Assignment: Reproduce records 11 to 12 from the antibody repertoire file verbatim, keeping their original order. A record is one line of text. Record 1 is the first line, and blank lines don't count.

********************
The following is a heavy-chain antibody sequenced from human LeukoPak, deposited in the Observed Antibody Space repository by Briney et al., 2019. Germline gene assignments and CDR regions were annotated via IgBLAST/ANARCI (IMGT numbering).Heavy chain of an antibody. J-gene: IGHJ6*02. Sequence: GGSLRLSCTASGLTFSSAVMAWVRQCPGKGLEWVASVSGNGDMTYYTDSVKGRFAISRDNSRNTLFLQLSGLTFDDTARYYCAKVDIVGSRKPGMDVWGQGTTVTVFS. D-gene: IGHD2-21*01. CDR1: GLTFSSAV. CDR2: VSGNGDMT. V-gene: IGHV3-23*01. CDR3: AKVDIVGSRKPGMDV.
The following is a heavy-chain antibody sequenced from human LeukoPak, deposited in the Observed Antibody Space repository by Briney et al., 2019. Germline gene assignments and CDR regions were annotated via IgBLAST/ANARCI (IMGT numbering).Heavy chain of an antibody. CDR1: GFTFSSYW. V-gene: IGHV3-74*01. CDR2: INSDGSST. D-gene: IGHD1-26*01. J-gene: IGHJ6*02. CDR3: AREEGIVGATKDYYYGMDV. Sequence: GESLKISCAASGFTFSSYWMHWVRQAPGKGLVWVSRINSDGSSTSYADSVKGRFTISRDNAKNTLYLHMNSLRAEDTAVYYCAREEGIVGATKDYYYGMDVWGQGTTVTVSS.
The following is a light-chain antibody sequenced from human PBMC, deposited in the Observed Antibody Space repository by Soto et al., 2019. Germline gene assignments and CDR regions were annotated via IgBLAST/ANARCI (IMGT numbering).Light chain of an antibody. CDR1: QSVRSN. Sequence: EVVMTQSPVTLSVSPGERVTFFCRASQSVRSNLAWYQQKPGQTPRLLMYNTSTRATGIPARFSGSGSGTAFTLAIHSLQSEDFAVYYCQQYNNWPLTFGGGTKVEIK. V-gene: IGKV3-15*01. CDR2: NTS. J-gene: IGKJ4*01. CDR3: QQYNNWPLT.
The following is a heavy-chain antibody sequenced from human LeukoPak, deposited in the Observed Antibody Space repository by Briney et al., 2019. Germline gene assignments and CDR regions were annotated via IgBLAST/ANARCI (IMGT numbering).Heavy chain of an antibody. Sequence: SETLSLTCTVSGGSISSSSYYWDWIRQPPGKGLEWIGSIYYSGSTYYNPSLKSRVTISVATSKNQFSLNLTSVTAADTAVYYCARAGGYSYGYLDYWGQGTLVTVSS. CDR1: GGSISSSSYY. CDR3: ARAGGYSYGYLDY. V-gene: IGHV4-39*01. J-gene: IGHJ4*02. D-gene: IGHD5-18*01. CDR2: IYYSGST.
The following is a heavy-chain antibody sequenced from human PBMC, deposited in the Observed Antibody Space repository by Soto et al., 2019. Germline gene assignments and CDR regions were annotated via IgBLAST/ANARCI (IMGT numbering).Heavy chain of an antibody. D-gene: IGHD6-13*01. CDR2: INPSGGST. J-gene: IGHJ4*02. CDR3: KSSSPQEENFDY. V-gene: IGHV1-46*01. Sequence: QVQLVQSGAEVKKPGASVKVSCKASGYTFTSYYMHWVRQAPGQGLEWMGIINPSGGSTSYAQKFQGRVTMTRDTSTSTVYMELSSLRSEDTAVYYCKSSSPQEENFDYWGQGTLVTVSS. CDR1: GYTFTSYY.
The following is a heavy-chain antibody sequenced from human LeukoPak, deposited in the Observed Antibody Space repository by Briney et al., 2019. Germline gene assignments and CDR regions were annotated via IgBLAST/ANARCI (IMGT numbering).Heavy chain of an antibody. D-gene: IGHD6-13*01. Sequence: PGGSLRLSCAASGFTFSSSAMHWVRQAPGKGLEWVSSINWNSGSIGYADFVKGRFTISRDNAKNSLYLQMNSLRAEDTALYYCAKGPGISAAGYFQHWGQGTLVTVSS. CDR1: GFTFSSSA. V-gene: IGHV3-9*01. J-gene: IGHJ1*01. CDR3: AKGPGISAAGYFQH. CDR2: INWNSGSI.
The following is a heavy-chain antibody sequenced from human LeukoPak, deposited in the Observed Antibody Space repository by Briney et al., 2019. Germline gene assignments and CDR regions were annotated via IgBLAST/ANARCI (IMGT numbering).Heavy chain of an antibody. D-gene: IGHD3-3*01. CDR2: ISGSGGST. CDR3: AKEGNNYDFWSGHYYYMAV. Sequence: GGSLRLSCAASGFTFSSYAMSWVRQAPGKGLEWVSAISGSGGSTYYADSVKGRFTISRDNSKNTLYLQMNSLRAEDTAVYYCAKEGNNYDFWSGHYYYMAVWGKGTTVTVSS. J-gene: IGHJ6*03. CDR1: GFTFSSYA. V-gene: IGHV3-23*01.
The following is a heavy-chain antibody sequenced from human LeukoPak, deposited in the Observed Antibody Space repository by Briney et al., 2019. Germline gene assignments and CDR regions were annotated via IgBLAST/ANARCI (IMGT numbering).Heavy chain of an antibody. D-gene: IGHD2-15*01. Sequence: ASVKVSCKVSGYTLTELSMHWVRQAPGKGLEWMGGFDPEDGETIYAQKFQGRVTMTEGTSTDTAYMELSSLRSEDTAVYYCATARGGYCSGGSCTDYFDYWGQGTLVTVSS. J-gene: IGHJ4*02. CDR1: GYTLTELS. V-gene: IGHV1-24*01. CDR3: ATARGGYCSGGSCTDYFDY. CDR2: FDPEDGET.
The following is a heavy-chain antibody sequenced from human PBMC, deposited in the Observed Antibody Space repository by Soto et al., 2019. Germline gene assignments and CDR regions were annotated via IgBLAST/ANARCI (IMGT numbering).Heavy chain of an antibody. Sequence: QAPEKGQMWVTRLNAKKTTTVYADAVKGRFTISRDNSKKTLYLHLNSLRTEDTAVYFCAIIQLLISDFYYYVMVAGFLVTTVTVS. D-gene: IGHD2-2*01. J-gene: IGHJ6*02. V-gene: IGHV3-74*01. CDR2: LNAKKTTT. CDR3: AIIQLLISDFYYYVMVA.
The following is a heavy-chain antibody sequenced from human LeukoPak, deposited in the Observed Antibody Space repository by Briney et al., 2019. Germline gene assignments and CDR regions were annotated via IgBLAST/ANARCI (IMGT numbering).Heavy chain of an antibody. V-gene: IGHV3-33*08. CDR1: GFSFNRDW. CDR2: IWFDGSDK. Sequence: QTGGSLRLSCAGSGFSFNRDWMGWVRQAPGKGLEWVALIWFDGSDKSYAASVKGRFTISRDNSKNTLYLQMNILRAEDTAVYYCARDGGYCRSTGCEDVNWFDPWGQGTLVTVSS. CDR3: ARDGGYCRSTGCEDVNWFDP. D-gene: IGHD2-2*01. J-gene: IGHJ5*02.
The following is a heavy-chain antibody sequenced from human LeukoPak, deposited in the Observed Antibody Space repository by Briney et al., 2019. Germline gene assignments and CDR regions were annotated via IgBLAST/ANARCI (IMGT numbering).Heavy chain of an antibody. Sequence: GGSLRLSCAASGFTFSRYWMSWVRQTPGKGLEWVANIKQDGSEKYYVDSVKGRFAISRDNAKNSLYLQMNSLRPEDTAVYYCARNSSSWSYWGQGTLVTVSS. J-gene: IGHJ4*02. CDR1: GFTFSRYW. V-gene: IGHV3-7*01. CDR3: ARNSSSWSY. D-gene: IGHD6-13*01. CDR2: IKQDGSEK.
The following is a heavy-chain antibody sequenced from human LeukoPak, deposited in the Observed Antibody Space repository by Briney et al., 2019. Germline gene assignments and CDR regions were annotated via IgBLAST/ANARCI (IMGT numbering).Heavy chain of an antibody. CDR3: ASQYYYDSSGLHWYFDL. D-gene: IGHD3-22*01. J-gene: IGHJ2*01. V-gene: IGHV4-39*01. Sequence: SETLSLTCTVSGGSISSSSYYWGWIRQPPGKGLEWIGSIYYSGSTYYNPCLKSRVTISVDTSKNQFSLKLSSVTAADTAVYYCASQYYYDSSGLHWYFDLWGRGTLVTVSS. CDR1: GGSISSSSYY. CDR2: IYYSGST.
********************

The following is a heavy-chain antibody sequenced from human LeukoPak, deposited in the Observed Antibody Space repository by Briney et al., 2019. Germline gene assignments and CDR regions were annotated via IgBLAST/ANARCI (IMGT numbering).Heavy chain of an antibody. Sequence: GGSLRLSCAASGFTFSRYWMSWVRQTPGKGLEWVANIKQDGSEKYYVDSVKGRFAISRDNAKNSLYLQMNSLRPEDTAVYYCARNSSSWSYWGQGTLVTVSS. J-gene: IGHJ4*02. CDR1: GFTFSRYW. V-gene: IGHV3-7*01. CDR3: ARNSSSWSY. D-gene: IGHD6-13*01. CDR2: IKQDGSEK.
The following is a heavy-chain antibody sequenced from human LeukoPak, deposited in the Observed Antibody Space repository by Briney et al., 2019. Germline gene assignments and CDR regions were annotated via IgBLAST/ANARCI (IMGT numbering).Heavy chain of an antibody. CDR3: ASQYYYDSSGLHWYFDL. D-gene: IGHD3-22*01. J-gene: IGHJ2*01. V-gene: IGHV4-39*01. Sequence: SETLSLTCTVSGGSISSSSYYWGWIRQPPGKGLEWIGSIYYSGSTYYNPCLKSRVTISVDTSKNQFSLKLSSVTAADTAVYYCASQYYYDSSGLHWYFDLWGRGTLVTVSS. CDR1: GGSISSSSYY. CDR2: IYYSGST.